According to the Workplace Bullying Institute, workplace bullying is repeated, health-harming mistreatment of one or more persons by one or more perpetrators. It is abusive conduct that is:
• Threatening, humiliating or intimidating.
• Work interference – sabotage – which prevents work from getting done.
• Verbal abuse.
And it is more common than many people think. In fact, recent research from WBI reveals that 19 percent of employees have suffered abusive conduct at work and another 19 percent have witnessed it. And while abuse in the office may be less physical in nature than that which takes place at home or on the schoolyard, the damage can be just as severe.
When an employee is bullied, it can lead to increased stress, a loss of confidence and reduced productivity, and potentially even their departure. More broadly, bullying creates a toxic culture – and could expose you to the risk of litigation if it escalates to harassment or constitutes discrimination.
So how do you know if one of your workers is a bully? Some bullies are blatant in their actions but most are not, making it tougher to identify their abuse. However, there are some common patterns among bullies, starting with their targets. Unlike child bullies who pick on the weak, in the workplace, the victim is most often someone who poses a threat, whether because of their skills, advancement track or other attributes that make the bully feel less powerful. To overcome this feeling, the bully will put down their victim to elevate themselves by engaging in activities such as:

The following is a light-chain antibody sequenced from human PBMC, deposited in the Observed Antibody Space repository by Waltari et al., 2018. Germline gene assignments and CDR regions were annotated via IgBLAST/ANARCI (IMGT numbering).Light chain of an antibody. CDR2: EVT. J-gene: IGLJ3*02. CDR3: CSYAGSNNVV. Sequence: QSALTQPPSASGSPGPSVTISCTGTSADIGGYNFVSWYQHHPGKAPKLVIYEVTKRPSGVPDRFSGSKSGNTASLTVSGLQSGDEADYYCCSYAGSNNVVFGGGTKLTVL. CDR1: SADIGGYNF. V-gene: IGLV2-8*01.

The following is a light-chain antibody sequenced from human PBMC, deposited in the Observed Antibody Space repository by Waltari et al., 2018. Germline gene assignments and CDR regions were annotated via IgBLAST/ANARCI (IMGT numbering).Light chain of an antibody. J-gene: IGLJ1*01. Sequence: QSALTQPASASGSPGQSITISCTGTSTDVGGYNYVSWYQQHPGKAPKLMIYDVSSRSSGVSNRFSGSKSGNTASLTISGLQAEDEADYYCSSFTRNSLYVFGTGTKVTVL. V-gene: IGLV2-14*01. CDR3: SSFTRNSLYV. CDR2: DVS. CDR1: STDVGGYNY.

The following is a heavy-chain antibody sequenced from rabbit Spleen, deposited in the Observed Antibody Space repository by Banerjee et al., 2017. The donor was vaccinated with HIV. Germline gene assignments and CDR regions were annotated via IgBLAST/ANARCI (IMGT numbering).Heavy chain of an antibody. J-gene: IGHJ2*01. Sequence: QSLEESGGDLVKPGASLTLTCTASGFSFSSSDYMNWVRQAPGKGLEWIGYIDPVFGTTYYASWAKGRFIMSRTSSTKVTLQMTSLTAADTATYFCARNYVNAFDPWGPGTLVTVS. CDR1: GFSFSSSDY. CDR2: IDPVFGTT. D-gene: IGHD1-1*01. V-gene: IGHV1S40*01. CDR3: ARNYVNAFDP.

• Spreading rumors or telling other workers to stop associating with an employee.
• Making belittling comments toward a colleague during meetings or other times in front of others.
• Yelling or using profanity when speaking to a co-worker.
• Sabotages another’s work.
Competition in the workplace is often behind bullying behavior, by pitting employees against each other for rewards or other forms of recognition. An individual with low self-esteem and who is driven by jealousy may bully to negatively affect their victim’s job performance or career. And if they do not suffer any consequences for their actions but are instead rewarded by promotions or other opportunities to get ahead, bullies are encouraged to continue because they know they can get away with it.
Organizational changes that promote a more collaborative, team environment where workers support one another can help, as can a system of incentives that focuses on more than just results and recognizes high performance in other ways. But for real, sustainable change, you need to address the culture head on.
Many targets remain silent about abusive conduct they experience. But to change the culture, you need to stop bullying in its tracks. Here are five steps you can take:
1. Develop and update workplace policies to address appropriate conduct.
2. Train managers and supervisors to identify bullying behavior.
3. Encourage victims to consult human resources and assure them that their reports will be treated confidentially.
4. Use the employee’s documentation of the behavior to talk with the bully.
5. Provide formal feedback to the tormenter, including the possibility of a discipline plan to address the conduct.
Karyn Rhodes is the vice president and director at Complete HR Solutions, a division of Complete Payroll Solutions, which has more than 10 locations throughout New England.